United States District Court, N.D. New York
ROBERT C. CARDILLO, II, Plaintiff,
CAROLYN M. COLVIN, COMMISSIONER OF SOCIAL SECURITY, Defendant.
of Peter M. Hobaica, LLC, Social Security Administration
Office of Regional General Counsel, Attorneys for Defendant
BROOKS BENSON, ESQ., CATHARINE L. ZURBRUGG, ESQ. OF COUNSEL:
MEMORANDUM-DECISION & ORDER
Christian F. Hummel, U.S. Magistrate Judge
Robert C. Cardillo II brings this action pursuant to 42
U.S.C. § 405(g) seeking review of a decision by the
Commissioner of Social Security (“Commissioner”
or “defendant”) denying his applications for
supplemental security income benefits (“SSI”) and
disability insurance benefits. Dkt. No. 1
(“Compl.”). Plaintiff moves for a finding of
disability, and the Commissioner cross moves for a judgment
on the pleadings. Dkt. Nos. 14, 16. For the following
reasons, the determination of the Commissioner is remanded.
was born on January 4, 1983. T at 72. Plaintiff graduated
from high school, and attended college for “a couple of
months.” Id. at 34. In school, plaintiff was
in “resource class” and had “some type of
learning disability.” Id. at 51-52.
Plaintiff's past work history includes a customer service
representative at Subway, a sandwich shop, and a customer
service representative at Defense Financing and Accounting
Services. Id. at 35-36. Plaintiff was unable to
continue his employment because “the stress of
everything . . . makes my MS [multiple sclerosis] kind of
flare up and my fingers don't work really, my hands are
numb, I can't really feel the keyboard, I don't know
what I'm typing. Id. at 37. Plaintiff resides
with his fiancee and her family. Id. at 37-38.
Plaintiff provided that he is 5' 5" tall and weighs
295 pounds. Id. at 38. Plaintiff spends his days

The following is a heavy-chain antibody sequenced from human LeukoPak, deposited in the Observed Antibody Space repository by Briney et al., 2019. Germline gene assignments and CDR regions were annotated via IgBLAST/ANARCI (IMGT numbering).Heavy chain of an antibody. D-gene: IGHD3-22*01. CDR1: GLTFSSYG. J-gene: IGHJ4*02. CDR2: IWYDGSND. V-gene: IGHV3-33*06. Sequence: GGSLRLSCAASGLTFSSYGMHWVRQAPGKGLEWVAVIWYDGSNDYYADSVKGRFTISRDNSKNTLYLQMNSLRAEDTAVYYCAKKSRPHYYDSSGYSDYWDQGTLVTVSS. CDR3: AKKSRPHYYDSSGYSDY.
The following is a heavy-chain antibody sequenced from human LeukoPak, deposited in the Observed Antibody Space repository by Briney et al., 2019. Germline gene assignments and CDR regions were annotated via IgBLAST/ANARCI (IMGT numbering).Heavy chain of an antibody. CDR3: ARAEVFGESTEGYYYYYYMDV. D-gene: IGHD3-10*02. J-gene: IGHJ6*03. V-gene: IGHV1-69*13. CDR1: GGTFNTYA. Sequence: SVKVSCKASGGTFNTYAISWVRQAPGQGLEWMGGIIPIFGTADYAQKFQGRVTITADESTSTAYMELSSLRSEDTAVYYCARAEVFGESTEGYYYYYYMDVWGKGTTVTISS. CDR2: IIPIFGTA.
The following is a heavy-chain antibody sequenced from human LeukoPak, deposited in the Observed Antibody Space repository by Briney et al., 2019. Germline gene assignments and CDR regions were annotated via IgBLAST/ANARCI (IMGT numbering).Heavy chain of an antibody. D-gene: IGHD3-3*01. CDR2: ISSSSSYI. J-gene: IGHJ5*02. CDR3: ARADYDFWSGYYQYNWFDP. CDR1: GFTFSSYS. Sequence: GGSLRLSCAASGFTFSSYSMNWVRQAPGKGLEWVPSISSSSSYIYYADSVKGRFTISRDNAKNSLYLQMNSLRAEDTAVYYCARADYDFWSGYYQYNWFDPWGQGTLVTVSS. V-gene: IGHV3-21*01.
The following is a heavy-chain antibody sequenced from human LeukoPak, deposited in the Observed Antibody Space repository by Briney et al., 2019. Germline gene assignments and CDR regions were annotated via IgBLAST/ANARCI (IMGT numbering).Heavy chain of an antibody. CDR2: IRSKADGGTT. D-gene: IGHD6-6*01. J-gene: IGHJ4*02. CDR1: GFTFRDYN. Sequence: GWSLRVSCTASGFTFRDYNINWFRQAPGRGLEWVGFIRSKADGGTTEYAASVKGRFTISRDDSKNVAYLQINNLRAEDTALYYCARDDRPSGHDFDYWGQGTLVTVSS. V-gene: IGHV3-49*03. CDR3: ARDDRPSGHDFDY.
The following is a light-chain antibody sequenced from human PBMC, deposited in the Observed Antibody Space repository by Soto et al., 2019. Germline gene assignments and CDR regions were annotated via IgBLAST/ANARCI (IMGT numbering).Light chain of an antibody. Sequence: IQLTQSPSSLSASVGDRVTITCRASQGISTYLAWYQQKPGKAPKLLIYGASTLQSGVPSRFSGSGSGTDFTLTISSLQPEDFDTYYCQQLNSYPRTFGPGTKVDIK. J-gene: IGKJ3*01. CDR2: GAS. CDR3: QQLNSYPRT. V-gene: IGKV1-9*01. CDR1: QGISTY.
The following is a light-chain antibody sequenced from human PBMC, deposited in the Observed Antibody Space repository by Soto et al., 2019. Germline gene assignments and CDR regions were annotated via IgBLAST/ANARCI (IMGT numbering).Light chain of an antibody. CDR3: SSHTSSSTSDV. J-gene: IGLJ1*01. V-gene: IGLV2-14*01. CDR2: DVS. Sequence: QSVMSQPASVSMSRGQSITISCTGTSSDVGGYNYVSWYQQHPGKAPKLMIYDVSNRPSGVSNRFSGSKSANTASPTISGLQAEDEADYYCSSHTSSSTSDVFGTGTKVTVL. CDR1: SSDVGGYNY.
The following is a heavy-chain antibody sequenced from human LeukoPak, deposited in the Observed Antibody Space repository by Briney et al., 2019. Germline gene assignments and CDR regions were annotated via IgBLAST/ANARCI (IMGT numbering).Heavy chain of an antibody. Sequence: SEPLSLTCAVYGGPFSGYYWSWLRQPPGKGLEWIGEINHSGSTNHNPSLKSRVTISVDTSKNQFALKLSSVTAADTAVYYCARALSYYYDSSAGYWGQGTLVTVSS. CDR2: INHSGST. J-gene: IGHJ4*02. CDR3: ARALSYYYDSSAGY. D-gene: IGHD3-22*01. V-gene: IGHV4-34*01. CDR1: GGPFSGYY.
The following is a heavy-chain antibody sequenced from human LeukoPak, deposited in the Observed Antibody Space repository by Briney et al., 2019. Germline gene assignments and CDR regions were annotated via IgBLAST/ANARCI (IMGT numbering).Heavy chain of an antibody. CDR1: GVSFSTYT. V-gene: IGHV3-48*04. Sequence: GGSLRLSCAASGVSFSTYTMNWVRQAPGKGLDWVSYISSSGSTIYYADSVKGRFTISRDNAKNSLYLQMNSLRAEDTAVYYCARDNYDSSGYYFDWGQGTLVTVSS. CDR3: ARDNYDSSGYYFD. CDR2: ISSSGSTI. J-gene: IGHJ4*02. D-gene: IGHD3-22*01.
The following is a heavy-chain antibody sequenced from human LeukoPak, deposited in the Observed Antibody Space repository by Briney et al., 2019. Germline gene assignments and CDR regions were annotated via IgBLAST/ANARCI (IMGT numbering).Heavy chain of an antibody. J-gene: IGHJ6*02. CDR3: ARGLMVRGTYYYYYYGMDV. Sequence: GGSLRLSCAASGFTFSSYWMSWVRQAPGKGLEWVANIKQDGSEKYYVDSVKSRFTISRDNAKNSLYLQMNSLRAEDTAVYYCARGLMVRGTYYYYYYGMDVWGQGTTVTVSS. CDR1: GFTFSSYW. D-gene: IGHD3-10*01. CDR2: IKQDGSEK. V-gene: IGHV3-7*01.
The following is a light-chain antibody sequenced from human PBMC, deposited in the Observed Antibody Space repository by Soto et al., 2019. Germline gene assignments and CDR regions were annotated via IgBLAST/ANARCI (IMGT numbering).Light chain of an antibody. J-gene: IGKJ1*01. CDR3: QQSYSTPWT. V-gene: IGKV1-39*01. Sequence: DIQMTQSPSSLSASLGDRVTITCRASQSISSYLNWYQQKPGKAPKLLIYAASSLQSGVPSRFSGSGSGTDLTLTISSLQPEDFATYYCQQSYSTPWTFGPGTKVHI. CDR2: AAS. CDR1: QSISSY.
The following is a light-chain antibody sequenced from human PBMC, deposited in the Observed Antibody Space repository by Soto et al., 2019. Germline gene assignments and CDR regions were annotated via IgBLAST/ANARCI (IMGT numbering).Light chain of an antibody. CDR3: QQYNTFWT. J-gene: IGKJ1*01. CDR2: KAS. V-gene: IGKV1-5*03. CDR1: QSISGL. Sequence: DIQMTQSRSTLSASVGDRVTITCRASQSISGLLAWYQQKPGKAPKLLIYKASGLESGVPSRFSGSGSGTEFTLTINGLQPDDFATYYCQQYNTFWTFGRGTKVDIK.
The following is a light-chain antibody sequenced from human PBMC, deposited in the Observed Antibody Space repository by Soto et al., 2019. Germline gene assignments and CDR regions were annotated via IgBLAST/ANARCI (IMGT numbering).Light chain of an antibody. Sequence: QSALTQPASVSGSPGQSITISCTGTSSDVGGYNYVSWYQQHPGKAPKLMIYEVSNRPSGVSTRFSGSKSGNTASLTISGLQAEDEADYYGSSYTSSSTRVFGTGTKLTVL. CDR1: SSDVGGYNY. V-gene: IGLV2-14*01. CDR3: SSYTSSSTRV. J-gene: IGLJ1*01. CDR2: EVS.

watching television and reading. Id. He does not
prepare meals or perform any household chores. Id.
at 38-39. Plaintiff has a driver's license and drives
approximately three times per week. Id. at 39. He is
able to bathe and toilet himself, and his fiancee helps him
dress. Id. at 41. Plaintiff smokes a half of a pack
of cigarettes per day. Id.
27, 2013, plaintiff protectively filed a Title II application
for a period of disability and disability insurance benefits
and a Title XVI application for supplemental security income.
T at 145-53. Plaintiff alleged disability beginning on June
3, 2013. Id. at 144. These applications were denied
initially on October 16, 2013. Id. at 90-94.
Plaintiff requested a hearing, and a hearing was held on June
19, 2014 before Administrative Law Judge (“ALJ”)
Gregory M. Hamel. Id. at 31-69; 98-100. The Appeals
Council denied plaintiff's request for review, making the
ALJ's findings the final determination of the
Commissioner. Id. at 1-4. Plaintiff commenced this
action on February 4, 2016. Dkt. No. 1
Standard of Review
reviewing a final decision of the Commissioner, a district
court may not determine de novo whether an individual is
disabled. See 42 U.S.C. §§ 405(g),
1383(c)(3); Wagner v. Sec'y of Health & Human
Servs., 906 F.2d 856, 860 (2d Cir. 1990). Rather, the
Commissioner's determination will only be reversed if the
correct legal standards were not applied, or it was not
supported by substantial evidence. Johnson v. Bowen,
817 F.2d 983, 986 (2d Cir. 1987); Berry v.
Schweiker, 675 F.2d 464, 467 (2d Cir. 1982). Substantial
evidence is “more than a mere scintilla, ”
meaning that in the record one can find “such relevant
evidence as a reasonable mind might accept as adequate to
support a conclusion.” Halloran v. Barnhart,